How did we come to Contemporary Vocal Music as it is today? An exploration of how the 20th Century has changed vocal techniques.
Contemporary Music is a time in classical music history in which all previously set boundaries were pushed and broken in order to discover new things, new sounds, and new ways of doing things. This is all evident when looking at contemporary vocal music.
Before the Contemporary era, a vocal performer would only sing or speak. Europe was at the forefront of singing technique with the Italian Bel Canto school, teaching an expressive style of singing most associated with opera. The school itself died out in the mid 19th Century but its style and ideals were continued in vocal performance into the 20th Century.
In the 20th Century, Composer began testing the boundaries in music in all senses, exploring everything from tonality to structure to performance and instrumental techniques. The exploration of vocal techniques has potentially been the most lucrative in discover extended instrumental techniques. “Extended vocal technique is in some ways entirely self-descriptive - it extends the boundaries of what most would consider a normal singing technique to include (potentially) any and all the sounds the human voice is capable of making.” J. K. Halfyard
So what are Extended Vocal Techniques? Melanie Austin Crump describes them as: “Known as “extended vocal practices,” the “extra-normal voice,” or “extended techniques,” to name but a few, EVTs may be defined as a body of practices conveyed through nontraditional methods of vocal production, possibly altering the natural timbre of the voice for the purpose of musical expression. EVTs include such devices as, Sprechstimme or Sprechgesang, shouting and whispering, laughter and crying, glissandi, microtones, altered or eliminated vibrato, sound production through inhalation and exhalation, vowel morphing, amplified or electronically generated vocal alterations, and nonsense syllables or phonemes, all of which could be accompanied by movement, improvisation and/or the playing of instruments by the singer. This list is not exhaustive as EVTs vary from performer to performer.” M. A. Crump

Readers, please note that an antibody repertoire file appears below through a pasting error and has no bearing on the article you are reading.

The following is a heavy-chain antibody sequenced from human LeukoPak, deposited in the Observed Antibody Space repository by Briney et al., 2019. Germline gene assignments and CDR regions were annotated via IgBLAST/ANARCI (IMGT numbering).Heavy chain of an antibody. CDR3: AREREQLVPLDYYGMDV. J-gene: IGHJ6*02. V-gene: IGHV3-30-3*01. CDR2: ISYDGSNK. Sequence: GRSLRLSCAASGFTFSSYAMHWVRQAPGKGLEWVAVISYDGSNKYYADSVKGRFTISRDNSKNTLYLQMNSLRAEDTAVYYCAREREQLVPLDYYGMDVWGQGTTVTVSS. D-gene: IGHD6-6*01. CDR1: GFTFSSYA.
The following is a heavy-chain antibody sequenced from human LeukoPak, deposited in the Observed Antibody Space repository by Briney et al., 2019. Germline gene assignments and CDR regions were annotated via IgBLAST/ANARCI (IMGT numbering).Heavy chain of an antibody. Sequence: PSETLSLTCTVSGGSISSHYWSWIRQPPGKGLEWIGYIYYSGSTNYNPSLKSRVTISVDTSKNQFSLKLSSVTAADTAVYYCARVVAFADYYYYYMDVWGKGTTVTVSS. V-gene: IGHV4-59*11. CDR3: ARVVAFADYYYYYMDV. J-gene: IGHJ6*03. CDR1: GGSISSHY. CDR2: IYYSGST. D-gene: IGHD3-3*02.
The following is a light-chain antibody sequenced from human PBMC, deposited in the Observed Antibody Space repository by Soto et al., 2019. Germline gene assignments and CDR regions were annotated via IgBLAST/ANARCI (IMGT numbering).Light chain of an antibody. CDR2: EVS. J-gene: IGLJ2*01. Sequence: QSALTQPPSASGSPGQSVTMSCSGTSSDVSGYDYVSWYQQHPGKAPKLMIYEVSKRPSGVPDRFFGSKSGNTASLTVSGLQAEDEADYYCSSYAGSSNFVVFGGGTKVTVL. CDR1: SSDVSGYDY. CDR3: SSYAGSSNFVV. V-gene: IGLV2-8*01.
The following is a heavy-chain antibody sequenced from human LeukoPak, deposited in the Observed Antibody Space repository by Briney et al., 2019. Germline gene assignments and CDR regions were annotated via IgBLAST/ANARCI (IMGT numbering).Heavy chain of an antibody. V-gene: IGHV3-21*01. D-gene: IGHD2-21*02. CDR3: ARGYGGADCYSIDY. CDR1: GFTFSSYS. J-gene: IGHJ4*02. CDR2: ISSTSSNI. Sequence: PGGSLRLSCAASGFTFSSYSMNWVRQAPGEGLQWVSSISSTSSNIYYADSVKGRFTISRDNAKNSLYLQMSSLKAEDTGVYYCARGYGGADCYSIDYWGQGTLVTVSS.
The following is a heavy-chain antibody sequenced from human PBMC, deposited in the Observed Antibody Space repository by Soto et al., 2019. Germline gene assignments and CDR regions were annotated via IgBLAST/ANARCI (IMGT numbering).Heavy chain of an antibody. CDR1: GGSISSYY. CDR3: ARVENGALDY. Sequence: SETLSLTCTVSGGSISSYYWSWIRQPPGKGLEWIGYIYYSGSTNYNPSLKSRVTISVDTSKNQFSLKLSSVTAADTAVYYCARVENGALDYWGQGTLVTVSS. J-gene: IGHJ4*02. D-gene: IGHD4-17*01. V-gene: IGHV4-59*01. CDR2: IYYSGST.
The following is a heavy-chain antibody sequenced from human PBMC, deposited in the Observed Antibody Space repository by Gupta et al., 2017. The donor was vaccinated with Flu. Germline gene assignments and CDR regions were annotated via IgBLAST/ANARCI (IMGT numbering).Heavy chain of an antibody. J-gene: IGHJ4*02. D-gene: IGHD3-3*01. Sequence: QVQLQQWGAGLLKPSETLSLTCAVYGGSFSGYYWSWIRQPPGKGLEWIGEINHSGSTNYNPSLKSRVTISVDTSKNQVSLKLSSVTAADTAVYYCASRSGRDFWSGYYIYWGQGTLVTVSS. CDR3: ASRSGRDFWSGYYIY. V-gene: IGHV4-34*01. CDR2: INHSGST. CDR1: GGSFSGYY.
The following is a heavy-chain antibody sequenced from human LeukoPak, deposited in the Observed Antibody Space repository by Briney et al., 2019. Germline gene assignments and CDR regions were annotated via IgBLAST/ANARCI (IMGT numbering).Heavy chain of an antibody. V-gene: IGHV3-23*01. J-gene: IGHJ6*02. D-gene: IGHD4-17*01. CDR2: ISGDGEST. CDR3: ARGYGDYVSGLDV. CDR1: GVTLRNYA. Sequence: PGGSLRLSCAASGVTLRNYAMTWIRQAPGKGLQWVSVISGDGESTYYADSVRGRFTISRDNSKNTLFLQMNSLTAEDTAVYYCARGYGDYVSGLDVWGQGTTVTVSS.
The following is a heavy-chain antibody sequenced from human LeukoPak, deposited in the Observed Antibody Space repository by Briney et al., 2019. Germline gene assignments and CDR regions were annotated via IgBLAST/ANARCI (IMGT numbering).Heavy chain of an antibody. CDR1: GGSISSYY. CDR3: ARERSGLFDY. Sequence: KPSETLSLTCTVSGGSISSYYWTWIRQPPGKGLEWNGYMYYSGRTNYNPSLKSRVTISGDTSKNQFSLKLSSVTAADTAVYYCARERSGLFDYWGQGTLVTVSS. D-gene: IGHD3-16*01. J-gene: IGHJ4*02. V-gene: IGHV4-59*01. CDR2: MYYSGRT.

The early 20th Century saw composers beginning to write music for vocalists, not just to sing, but to use their voices in different ways. It is said that this exploration of the voices capabilities can be traced back to Arnold Schoenburg. In his melodrama Pierrot Lunaire, Schoenberg uses a technique called Sprechgesang or Sprechstimme. “ ‘Sprechgesang’ means a ‘parlando’ manner of singing, and indeed is translated in standard dictionaries as ‘recitative’, whereas ‘Sprechstimme’ in itself simply means speaking voice.” R.Wood, 1946
Sprechstimme is a vocal technique that had been used before Pierrot Lunaire was written. The earliest known compositional use of Sprechstimme was in Engelbert Humperdinck's 1897 melodrama Königskinder. However, it was Schoenberg who truly made use of the technique, using it in compositions from 1911 (Gurre-Lieder). Schoenberg made Sprechgesang more than just speaking to accompaniment and maintaining pitches, and different to singing. "The goal is certainly not at all a realistic, natural speech. On the contrary, the difference between ordinary speech and speech that collaborates in a musical form must be made plain. But it should not call singing to mind, either." A. Schoenberg
Being the first to use a technique such as this in his work, Schoenberg had to explain how he wanted the Sprechgesang to be performed. Giving explicit instructions of how the pitch sound not be stuck to rigidly, but to start at it and move around it, in his own words “immediately abandons it [the given pitch] by falling or rising” (Schoenberg). When giving the first performance of Pierrot Lunaire, Schoenberg was able to work with the vocalist to achieve the exact sound he wanted. However, in later performances, vocalists struggled to...
Bibliography: Schoenberg, A. Style and Idea. Edited by Leonard Stein with translations by Leo Black. New York: St. Martin’s, 1975.
Schoenberg, Arnold. Verklärte Nacht and Pierrot Lunaire. Dover Publications. New York, 1994.
Alvin Toffler, 1984. Future Shock
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